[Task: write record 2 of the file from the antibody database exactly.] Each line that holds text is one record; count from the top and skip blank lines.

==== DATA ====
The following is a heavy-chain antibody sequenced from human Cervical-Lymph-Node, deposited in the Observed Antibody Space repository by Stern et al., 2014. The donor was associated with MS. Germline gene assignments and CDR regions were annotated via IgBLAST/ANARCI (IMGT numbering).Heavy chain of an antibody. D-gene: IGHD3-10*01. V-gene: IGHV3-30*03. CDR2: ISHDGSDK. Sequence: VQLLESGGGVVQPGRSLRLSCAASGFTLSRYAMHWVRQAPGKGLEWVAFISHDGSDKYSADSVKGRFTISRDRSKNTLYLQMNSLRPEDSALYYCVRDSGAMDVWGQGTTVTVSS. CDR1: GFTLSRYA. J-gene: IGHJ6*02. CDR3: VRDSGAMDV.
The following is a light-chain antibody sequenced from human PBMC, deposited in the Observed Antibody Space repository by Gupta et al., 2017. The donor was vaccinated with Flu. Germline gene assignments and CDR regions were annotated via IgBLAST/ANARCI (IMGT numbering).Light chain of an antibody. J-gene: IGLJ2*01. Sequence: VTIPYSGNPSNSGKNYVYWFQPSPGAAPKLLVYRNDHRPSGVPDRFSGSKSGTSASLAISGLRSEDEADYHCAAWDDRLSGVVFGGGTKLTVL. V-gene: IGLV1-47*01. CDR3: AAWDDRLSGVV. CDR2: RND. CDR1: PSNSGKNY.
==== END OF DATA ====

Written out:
The following is a light-chain antibody sequenced from human PBMC, deposited in the Observed Antibody Space repository by Gupta et al., 2017. The donor was vaccinated with Flu. Germline gene assignments and CDR regions were annotated via IgBLAST/ANARCI (IMGT numbering).Light chain of an antibody. J-gene: IGLJ2*01. Sequence: VTIPYSGNPSNSGKNYVYWFQPSPGAAPKLLVYRNDHRPSGVPDRFSGSKSGTSASLAISGLRSEDEADYHCAAWDDRLSGVVFGGGTKLTVL. V-gene: IGLV1-47*01. CDR3: AAWDDRLSGVV. CDR2: RND. CDR1: PSNSGKNY.